Star Mounds in Lalomanu

On our last day in Aleipata we checked out an upland area surveyed by archaeologist Janet Davidson in the 1960s. Janet found heaps of structural remains, walls, platforms and tia se lupe or ceremonial pigeon snaring mounds.

Archaeologists Janet Davidson (left) and David Addison at the Mulifanua site during the 2011 Lapita Archaeology conference in Apia.

Archaeologists Janet Davidson (left) and David Addison at the Mulifanua site during the 2011 Lapita Archaeology conference in Apia.

We located one of Janet’s mounds, number 16 from this map, and Janet’s sketch matches what we saw on the ground through an absolute haze of mozzies.

Janet Davidson's map of Lalomanu from Green and Davidson's (1974) second volume on the archaeology of Samoa.

Janet Davidson’s map of Lalomanu from Green and Davidson’s (1974) second volume on the archaeology of Samoa.

These mounds surround former calderas, Lua o Tane and Lua o Fafine. According to at least one oral history, after a war with Tonga, the Tongan invaders threw all the men in one pit and the women in the other.

Figure from Janet's chapter on Lalomanu in the 1974 Green and Davidson volume. We relocated Lal-16 on the right.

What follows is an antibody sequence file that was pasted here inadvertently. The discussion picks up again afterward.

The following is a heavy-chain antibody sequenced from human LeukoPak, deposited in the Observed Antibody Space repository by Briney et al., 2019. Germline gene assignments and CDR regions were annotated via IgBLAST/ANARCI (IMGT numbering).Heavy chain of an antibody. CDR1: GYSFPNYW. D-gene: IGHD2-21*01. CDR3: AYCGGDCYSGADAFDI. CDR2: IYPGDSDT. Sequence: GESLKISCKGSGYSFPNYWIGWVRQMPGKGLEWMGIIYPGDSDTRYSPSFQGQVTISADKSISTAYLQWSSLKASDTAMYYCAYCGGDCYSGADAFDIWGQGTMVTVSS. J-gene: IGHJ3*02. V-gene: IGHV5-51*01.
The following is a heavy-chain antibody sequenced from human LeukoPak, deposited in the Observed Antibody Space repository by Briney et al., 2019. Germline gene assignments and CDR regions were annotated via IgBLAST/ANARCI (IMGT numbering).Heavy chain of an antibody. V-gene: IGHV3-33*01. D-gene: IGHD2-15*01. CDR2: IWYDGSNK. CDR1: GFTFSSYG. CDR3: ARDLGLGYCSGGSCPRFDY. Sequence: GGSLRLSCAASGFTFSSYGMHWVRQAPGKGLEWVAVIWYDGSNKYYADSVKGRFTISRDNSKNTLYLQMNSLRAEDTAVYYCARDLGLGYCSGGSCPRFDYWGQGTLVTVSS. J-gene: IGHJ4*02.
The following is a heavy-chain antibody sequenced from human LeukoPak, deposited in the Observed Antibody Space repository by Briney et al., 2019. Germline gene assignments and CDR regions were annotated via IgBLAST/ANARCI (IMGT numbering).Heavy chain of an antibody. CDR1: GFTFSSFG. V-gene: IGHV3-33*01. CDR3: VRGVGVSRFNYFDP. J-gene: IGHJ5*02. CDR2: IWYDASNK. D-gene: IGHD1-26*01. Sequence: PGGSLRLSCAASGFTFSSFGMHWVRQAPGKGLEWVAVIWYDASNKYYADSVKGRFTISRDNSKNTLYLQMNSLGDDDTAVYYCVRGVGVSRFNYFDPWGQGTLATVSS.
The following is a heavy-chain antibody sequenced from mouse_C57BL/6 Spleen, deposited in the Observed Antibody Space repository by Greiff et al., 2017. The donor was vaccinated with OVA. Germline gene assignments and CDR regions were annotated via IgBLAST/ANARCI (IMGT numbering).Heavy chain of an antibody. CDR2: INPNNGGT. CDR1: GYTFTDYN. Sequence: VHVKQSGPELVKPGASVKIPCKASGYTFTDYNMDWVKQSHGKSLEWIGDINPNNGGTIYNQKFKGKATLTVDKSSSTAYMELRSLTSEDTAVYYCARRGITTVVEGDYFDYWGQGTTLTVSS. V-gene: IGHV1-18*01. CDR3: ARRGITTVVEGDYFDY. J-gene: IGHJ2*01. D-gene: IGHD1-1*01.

Figure from Janet’s chapter on Lalomanu in the 1974 Green and Davidson volume. We relocated Lal-16 on the right.

Petelu and Matiu Matavai Tautunu of the National University of Samoa on a mound, Lal-16, in Lalomanu.

Petelu and Matiu Matavai Tautunu of the National University of Samoa on a mound, Lal-16, in Lalomanu.

There’s plenty of archaeology here and a future project might involve mapping and excavation to date construction events. Also, a classification based analysis of platforms (of tia and all “ethnohistoric types”) is needed to explain variation within this feature class. I’m not convinced by current interpretations of “mounds” in Sāmoa. Something, perhaps, for a BA Honours or Master’s student to figure out…